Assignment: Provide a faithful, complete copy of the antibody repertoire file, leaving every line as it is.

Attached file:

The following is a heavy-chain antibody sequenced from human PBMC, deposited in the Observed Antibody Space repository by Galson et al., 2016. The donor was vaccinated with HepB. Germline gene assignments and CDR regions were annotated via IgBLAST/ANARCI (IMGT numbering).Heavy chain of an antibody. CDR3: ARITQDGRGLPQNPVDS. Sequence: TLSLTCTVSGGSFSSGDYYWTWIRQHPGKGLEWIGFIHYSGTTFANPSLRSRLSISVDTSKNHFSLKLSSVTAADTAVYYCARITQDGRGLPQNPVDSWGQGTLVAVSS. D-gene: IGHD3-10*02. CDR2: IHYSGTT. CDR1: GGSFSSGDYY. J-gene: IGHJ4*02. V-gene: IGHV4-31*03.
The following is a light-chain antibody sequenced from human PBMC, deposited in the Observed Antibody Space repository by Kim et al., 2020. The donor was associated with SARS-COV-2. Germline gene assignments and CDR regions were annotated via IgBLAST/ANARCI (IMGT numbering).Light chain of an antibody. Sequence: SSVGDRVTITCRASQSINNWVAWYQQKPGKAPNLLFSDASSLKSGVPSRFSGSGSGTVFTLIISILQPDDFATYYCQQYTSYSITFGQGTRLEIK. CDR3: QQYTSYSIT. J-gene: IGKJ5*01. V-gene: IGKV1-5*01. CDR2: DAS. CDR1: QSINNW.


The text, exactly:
The following is a heavy-chain antibody sequenced from human PBMC, deposited in the Observed Antibody Space repository by Galson et al., 2016. The donor was vaccinated with HepB. Germline gene assignments and CDR regions were annotated via IgBLAST/ANARCI (IMGT numbering).Heavy chain of an antibody. CDR3: ARITQDGRGLPQNPVDS. Sequence: TLSLTCTVSGGSFSSGDYYWTWIRQHPGKGLEWIGFIHYSGTTFANPSLRSRLSISVDTSKNHFSLKLSSVTAADTAVYYCARITQDGRGLPQNPVDSWGQGTLVAVSS. D-gene: IGHD3-10*02. CDR2: IHYSGTT. CDR1: GGSFSSGDYY. J-gene: IGHJ4*02. V-gene: IGHV4-31*03.
The following is a light-chain antibody sequenced from human PBMC, deposited in the Observed Antibody Space repository by Kim et al., 2020. The donor was associated with SARS-COV-2. Germline gene assignments and CDR regions were annotated via IgBLAST/ANARCI (IMGT numbering).Light chain of an antibody. Sequence: SSVGDRVTITCRASQSINNWVAWYQQKPGKAPNLLFSDASSLKSGVPSRFSGSGSGTVFTLIISILQPDDFATYYCQQYTSYSITFGQGTRLEIK. CDR3: QQYTSYSIT. J-gene: IGKJ5*01. V-gene: IGKV1-5*01. CDR2: DAS. CDR1: QSINNW.